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Honestly facing realities that are unpleasant is the first step in amending circumstances, attitudes, or actions when things are not what you want them to be or how they should be.

Once you acknowledge that something is bad or wrong, you can begin to change some things for the better. On other occasions you must come to terms with the fact that you cannot always have what you want and you make proper preparations for future outcomes.

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But you say, I believe in miracles. I do too but I recognize that they don’t always occur when and where I want them to occur.

Recently I heard Phil and Dave Alvin sing “I believe this old world is in a bad condition.” I thought to myself, “Boy, they are right!” Accepting that reality does not lead me to be fatalistic or negative. Instead it helps me realize that there is work to be done. I believe that things don’t have to stay the way they are and I must do all I can to effect positive change. I must also be prepared to accept the limitations of being human. While there are some things I can change, there are many more that are beyond my ability.

Health issues, economic disasters, broken relationships, bigotry, war, famine, prejudice and a million other things may cause concern, but I cannot fix all the problems of my own life and I am definitely unable to change the whole world.

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You say, “But God can do anything.” I believe that, but I recognize that God does not correct all our mistakes or change all of our painful experiences. I have faith in God but God is not a genie that awaits my beck and call. I do not understand why some things are the way they are- both “good” and “bad” things. But I accept things as they are and trust God to work in mysterious and miraculous ways to make things right.  Or to give me the strength to make it through.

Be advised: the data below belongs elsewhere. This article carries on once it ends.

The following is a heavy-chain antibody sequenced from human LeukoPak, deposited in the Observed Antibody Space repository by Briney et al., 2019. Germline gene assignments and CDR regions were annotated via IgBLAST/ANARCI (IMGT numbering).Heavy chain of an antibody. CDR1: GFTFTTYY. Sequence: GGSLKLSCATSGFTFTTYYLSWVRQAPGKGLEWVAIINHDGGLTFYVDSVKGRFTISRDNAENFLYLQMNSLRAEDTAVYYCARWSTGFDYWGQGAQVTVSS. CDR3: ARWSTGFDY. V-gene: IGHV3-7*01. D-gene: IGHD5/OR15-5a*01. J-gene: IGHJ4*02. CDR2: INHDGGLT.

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When Shadrach, Meshach, and Abednego were thrown into the fiery furnace they said to King Neduchadnezzar, “Our God whom we serve is able to rescue us from the furnace of blazing fire, and He will rescue us from your hand, O king. But even if He does not…” (Daniel 3:17-18)

John Sammis understood that everyone is subject to suffering and sorrow when he wrote:

Not a burden we bear, not a sorrow we share,
But our toil He doth richly repay;
Not a grief or a loss, not a frown or a cross,
But is blessed if we trust and obey.

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Inherent in the words of that hymn and in the words of the Hebrew Children is the understanding that things will not always be pleasant. The presence of adversity and difficulty is not an indication that God has abandoned us or that we lack faith. In fact, we can depend on God to be with us in all of the trials of life. Not always to extricate us from the problems but to be with us in them.

I am called to trust and obey. To do all that I can and leave the rest up to God. Often I simply have to accept that it is what it is and not lose faith regardless of the outcome.

Jamie Jenkins